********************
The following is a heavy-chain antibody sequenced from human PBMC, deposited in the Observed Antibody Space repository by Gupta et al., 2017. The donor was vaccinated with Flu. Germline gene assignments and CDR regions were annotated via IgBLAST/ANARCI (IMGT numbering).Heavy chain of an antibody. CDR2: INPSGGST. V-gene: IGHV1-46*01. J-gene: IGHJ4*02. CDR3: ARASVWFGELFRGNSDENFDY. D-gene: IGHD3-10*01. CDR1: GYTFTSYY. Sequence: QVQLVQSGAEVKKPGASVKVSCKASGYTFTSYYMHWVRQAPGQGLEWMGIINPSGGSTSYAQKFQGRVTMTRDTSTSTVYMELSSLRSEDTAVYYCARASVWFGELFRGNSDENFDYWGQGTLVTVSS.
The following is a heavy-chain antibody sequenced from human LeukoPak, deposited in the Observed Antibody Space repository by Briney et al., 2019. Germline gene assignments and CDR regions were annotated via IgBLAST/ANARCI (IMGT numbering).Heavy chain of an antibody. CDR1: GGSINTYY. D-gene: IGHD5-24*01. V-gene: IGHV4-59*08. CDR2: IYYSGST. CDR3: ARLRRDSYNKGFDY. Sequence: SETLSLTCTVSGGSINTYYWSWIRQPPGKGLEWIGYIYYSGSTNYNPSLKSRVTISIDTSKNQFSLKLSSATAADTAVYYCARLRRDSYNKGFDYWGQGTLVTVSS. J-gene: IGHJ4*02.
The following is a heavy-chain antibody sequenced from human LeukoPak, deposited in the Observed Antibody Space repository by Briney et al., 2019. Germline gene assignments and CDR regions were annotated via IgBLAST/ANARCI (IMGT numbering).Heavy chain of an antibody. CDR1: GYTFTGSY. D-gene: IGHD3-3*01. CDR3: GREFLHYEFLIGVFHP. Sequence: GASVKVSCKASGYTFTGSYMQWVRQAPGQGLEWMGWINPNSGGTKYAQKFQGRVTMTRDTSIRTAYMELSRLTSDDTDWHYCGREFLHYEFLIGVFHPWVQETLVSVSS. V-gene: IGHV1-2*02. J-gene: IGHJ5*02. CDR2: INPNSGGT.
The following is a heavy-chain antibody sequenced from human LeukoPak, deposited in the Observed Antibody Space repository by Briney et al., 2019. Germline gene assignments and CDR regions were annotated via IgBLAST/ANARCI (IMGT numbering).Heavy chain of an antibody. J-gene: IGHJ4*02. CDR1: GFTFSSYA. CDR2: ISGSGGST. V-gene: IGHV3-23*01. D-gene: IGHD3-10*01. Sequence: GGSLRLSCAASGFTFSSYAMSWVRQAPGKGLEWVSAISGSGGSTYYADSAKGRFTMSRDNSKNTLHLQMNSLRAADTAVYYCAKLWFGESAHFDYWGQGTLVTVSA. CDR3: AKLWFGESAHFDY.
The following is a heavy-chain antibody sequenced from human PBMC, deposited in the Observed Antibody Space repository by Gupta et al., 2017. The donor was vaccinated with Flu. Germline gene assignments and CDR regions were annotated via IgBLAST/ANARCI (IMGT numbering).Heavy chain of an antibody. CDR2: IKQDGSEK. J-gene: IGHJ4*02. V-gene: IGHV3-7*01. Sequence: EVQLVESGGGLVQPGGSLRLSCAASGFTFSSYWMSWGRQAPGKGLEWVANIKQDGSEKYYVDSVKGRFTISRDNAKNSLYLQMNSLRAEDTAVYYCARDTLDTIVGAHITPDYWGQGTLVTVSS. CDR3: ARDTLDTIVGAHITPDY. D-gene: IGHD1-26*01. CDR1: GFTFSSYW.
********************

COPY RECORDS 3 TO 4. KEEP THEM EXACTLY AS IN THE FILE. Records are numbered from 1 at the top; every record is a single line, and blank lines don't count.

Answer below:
The following is a heavy-chain antibody sequenced from human LeukoPak, deposited in the Observed Antibody Space repository by Briney et al., 2019. Germline gene assignments and CDR regions were annotated via IgBLAST/ANARCI (IMGT numbering).Heavy chain of an antibody. CDR1: GYTFTGSY. D-gene: IGHD3-3*01. CDR3: GREFLHYEFLIGVFHP. Sequence: GASVKVSCKASGYTFTGSYMQWVRQAPGQGLEWMGWINPNSGGTKYAQKFQGRVTMTRDTSIRTAYMELSRLTSDDTDWHYCGREFLHYEFLIGVFHPWVQETLVSVSS. V-gene: IGHV1-2*02. J-gene: IGHJ5*02. CDR2: INPNSGGT.
The following is a heavy-chain antibody sequenced from human LeukoPak, deposited in the Observed Antibody Space repository by Briney et al., 2019. Germline gene assignments and CDR regions were annotated via IgBLAST/ANARCI (IMGT numbering).Heavy chain of an antibody. J-gene: IGHJ4*02. CDR1: GFTFSSYA. CDR2: ISGSGGST. V-gene: IGHV3-23*01. D-gene: IGHD3-10*01. Sequence: GGSLRLSCAASGFTFSSYAMSWVRQAPGKGLEWVSAISGSGGSTYYADSAKGRFTMSRDNSKNTLHLQMNSLRAADTAVYYCAKLWFGESAHFDYWGQGTLVTVSA. CDR3: AKLWFGESAHFDY.